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The Undergraduate Minor Program in Ethics and Leadership

The minor in Ethics and Leadership is an interdisciplinary program designed to provide students with a unique set of marketable skills and abilities for effective, values-based leadership. A core set of required courses introduces students to basic issues in the field of leadership studies and provides opportunities to put ideas and theory into practice. Elective courses from a variety of disciplines allow students to integrate the minor into their plan of study and connect it to their personal interests while exploring the connection between ethical leadership and social responsibility.

What is ethics?

Ethics is about right and wrong, good and bad. Philosophers in both the Western and Eastern intellectual traditions have long asked fundamental questions about the nature of ethics: What does it mean to say that an action is morally right or wrong? Is it something about acts themselves that make them right or wrong, or is it the consequences of actions that are important? How important is one’s motive or intention in doing the right thing? Is there an ultimate Good for human beings, and if so, how can we come to know it? And why be moral, anyway? Of course, there has been no shortage of attempts to answer such questions, and philosophers have developed a number of theories designed to provide standards regarding how we ought to act in the various dimensions of our lives. Among such theories are utilitarianism, which emphasizes the consequences of moral decisions; deontological theories, which emphasize duties and obligations; rights theories, which emphasize fundamental rights shared by all human beings; the common good approach, which focuses on the idea of a flourishing human community; and virtue theories, which emphasize the importance of those character traits necessary for a meaningful and flourishing life.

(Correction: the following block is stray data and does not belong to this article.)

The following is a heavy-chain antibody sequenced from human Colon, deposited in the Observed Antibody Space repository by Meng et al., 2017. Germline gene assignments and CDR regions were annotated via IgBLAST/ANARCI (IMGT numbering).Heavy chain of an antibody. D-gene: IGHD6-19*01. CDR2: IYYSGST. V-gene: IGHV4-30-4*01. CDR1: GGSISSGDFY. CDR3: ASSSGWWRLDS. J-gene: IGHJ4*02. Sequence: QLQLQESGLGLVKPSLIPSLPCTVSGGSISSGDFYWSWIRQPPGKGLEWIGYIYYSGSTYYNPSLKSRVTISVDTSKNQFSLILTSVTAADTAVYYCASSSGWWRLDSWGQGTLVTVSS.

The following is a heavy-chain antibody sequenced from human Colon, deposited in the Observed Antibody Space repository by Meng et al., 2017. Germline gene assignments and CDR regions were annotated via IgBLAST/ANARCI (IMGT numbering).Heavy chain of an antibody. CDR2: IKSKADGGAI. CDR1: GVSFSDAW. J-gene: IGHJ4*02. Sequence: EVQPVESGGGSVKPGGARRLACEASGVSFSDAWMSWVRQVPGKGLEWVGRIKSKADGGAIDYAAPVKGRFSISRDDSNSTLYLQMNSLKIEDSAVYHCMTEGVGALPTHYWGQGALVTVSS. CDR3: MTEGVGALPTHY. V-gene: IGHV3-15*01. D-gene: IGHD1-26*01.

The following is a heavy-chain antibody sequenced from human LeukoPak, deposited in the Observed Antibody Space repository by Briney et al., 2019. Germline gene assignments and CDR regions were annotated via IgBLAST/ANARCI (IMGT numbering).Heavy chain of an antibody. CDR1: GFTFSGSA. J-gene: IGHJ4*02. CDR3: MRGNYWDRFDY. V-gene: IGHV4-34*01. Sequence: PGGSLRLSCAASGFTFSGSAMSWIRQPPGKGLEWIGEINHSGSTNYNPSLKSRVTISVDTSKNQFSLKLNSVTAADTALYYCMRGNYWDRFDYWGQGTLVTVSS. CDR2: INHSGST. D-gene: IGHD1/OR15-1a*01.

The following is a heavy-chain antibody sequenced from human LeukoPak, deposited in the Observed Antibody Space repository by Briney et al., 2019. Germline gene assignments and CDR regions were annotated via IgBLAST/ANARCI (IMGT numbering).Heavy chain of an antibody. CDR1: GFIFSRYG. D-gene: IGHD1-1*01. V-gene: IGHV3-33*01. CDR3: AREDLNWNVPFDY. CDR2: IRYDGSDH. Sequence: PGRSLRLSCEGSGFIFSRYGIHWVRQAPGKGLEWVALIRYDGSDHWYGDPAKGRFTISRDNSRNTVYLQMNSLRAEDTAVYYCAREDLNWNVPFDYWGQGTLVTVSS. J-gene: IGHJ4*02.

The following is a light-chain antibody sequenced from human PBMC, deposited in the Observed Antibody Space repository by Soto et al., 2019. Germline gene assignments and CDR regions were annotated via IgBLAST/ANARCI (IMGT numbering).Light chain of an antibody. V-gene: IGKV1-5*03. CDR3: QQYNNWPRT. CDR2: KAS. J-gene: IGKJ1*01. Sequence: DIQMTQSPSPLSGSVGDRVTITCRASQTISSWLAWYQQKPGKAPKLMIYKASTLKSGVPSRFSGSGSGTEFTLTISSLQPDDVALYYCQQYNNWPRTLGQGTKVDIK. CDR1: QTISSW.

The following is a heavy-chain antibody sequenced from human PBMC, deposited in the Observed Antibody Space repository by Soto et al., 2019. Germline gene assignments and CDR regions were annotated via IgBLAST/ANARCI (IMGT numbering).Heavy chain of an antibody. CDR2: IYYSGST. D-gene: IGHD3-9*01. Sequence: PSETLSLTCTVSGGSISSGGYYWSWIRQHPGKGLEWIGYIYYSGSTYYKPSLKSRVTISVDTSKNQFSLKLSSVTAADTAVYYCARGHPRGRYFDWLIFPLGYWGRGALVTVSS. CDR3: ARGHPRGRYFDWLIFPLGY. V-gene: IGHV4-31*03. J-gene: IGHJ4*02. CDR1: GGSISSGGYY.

What do ethics have to do with leadership?

Leadership involves the ability to direct people toward the achievement of a common goal; an effective leader is one who succeeds in doing just that. But effectiveness is only part of good leadership. As the leadership scholar Joanne Ciulla has noted, “part of a leader’s job is to help others imagine morally better ways of living and doing things. … without moral imagination, leaders cannot create visions, understand their moral obligation to others, or implement their beliefs and values in the ways that they lead and in the initiatives that they take for change and transformation” (“Moral Imagination,” in Encyclopedia of Leadership, ed. G. Goethals et al., Sage Publications, 2004). Effective leadership, in other words, needs to be guided by a moral compass informed by ethical principles, skill in ethical reasoning, and a developed moral imagination.

How will the program help me?

Employer surveys regularly identify leadership skills and a commitment to ethical values as crucial to workplace success. The minor program helps meet employer expectations through the development of leadership skills such as critical and creative thinking, personal management, and organizational effectiveness, and through directed conversations about ethics, leadership, and social responsibility. Students participating in the program will thus increase their marketability to an employer pool that values such skills and experiences; students will also graduate with the knowledge and ability to connect their discipline to the community in which they are working.